What Happens When Pennies and Nickels Become Too Expensive?
In a classic example of stepping over dollars to pick up pennies, chatter is getting louder that the United States could follow Canada’s lead and reduce its production of certain coins.
Earlier this month, the Royal Canadian Mint officially ended its distribution of pennies to banks and retailers, in an effort to save money since production costs now exceed their face value. The government estimates that it cost about $11 million a year to supply pennies to the Canadian economy. Now, the big spenders in Washington D.C. may look under the couch cushion for similar savings.
Historic monetary actions and currency devaluations by central banks not only lift precious metals, but also other commodities. The cost of producing pennies and nickels in the United States is on the rise. The two coins, which are mostly made from zinc and copper these days, drained $109.2 million from taxpayers last year, nearly double the amount from just seven years ago, according to the U.S. Mint. As the chart below from Bloomberg shows, this trend does not appear to be changing anytime soon.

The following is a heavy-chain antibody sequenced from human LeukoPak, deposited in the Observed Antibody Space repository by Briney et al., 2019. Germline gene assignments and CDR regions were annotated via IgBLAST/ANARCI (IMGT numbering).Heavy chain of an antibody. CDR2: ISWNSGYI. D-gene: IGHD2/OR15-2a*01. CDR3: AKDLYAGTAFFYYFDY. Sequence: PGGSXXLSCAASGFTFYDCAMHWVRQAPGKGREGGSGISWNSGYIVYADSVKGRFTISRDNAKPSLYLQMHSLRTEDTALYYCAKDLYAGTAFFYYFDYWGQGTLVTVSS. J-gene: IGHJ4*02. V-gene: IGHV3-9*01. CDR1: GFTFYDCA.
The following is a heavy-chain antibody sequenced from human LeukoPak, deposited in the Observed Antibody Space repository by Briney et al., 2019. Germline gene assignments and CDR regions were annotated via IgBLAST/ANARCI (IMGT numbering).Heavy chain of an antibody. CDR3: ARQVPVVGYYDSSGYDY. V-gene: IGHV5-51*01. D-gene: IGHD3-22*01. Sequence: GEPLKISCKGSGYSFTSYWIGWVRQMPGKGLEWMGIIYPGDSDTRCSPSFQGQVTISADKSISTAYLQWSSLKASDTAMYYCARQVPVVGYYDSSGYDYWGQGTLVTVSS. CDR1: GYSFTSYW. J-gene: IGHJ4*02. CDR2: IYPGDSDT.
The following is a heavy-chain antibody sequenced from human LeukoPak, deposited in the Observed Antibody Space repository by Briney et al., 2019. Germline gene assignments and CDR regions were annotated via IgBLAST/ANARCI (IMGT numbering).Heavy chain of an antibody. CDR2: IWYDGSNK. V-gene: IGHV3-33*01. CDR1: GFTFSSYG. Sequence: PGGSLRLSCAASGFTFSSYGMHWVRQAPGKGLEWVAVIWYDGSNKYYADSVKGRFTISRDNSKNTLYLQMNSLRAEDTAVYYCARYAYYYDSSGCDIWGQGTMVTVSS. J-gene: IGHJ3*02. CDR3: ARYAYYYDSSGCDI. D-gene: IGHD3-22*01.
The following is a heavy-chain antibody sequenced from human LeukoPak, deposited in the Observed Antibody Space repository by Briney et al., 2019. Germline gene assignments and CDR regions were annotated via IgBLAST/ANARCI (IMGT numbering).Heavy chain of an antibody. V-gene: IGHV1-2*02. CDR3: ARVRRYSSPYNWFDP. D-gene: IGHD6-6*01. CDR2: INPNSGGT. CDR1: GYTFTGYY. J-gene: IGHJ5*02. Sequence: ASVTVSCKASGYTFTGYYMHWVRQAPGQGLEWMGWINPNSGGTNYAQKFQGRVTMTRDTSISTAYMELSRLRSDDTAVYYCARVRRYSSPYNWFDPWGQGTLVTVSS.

Pennies and nickels have cost more than their face value to produce since 2006, with the red cent currently costing 2 cents to mint, and the nickel more than 10 cents. This has resulted in a loss of at least $436 million.
Jim Kolbe, a former Arizona congressman who wants to abandon the penny and dollar bill, tells Bloomberg, “If you look around in the budget, there aren’t a lot of places you can find savings where you don’t cut a program and you don’t raise anybody’s taxes and you can impact the deficit. This is one where you can do that.”